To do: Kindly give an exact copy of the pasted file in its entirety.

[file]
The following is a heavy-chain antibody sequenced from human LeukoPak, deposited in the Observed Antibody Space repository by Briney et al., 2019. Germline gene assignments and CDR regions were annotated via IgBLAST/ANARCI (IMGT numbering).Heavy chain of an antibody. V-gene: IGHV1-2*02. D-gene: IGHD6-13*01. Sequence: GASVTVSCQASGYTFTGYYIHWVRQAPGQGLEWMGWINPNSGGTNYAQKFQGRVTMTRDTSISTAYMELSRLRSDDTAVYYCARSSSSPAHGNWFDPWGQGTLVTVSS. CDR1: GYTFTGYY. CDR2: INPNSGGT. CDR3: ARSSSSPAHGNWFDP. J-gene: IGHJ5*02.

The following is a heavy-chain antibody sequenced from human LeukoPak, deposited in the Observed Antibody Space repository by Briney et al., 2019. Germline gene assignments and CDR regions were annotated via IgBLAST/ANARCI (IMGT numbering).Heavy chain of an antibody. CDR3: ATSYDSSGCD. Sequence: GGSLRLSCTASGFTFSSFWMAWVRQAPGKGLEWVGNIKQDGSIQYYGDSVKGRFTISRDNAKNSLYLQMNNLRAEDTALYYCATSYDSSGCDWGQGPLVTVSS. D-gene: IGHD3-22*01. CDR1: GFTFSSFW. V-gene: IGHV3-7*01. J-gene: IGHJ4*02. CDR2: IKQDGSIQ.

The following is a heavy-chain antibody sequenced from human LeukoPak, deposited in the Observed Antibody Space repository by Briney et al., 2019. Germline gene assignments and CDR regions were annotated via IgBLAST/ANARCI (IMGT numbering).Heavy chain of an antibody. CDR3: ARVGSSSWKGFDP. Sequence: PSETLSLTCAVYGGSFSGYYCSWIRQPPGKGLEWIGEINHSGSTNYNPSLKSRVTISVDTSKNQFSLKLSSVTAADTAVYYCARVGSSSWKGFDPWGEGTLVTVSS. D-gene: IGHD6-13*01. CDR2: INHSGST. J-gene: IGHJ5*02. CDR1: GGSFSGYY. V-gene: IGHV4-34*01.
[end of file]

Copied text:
The following is a heavy-chain antibody sequenced from human LeukoPak, deposited in the Observed Antibody Space repository by Briney et al., 2019. Germline gene assignments and CDR regions were annotated via IgBLAST/ANARCI (IMGT numbering).Heavy chain of an antibody. V-gene: IGHV1-2*02. D-gene: IGHD6-13*01. Sequence: GASVTVSCQASGYTFTGYYIHWVRQAPGQGLEWMGWINPNSGGTNYAQKFQGRVTMTRDTSISTAYMELSRLRSDDTAVYYCARSSSSPAHGNWFDPWGQGTLVTVSS. CDR1: GYTFTGYY. CDR2: INPNSGGT. CDR3: ARSSSSPAHGNWFDP. J-gene: IGHJ5*02.

The following is a heavy-chain antibody sequenced from human LeukoPak, deposited in the Observed Antibody Space repository by Briney et al., 2019. Germline gene assignments and CDR regions were annotated via IgBLAST/ANARCI (IMGT numbering).Heavy chain of an antibody. CDR3: ATSYDSSGCD. Sequence: GGSLRLSCTASGFTFSSFWMAWVRQAPGKGLEWVGNIKQDGSIQYYGDSVKGRFTISRDNAKNSLYLQMNNLRAEDTALYYCATSYDSSGCDWGQGPLVTVSS. D-gene: IGHD3-22*01. CDR1: GFTFSSFW. V-gene: IGHV3-7*01. J-gene: IGHJ4*02. CDR2: IKQDGSIQ.

The following is a heavy-chain antibody sequenced from human LeukoPak, deposited in the Observed Antibody Space repository by Briney et al., 2019. Germline gene assignments and CDR regions were annotated via IgBLAST/ANARCI (IMGT numbering).Heavy chain of an antibody. CDR3: ARVGSSSWKGFDP. Sequence: PSETLSLTCAVYGGSFSGYYCSWIRQPPGKGLEWIGEINHSGSTNYNPSLKSRVTISVDTSKNQFSLKLSSVTAADTAVYYCARVGSSSWKGFDPWGEGTLVTVSS. D-gene: IGHD6-13*01. CDR2: INHSGST. J-gene: IGHJ5*02. CDR1: GGSFSGYY. V-gene: IGHV4-34*01.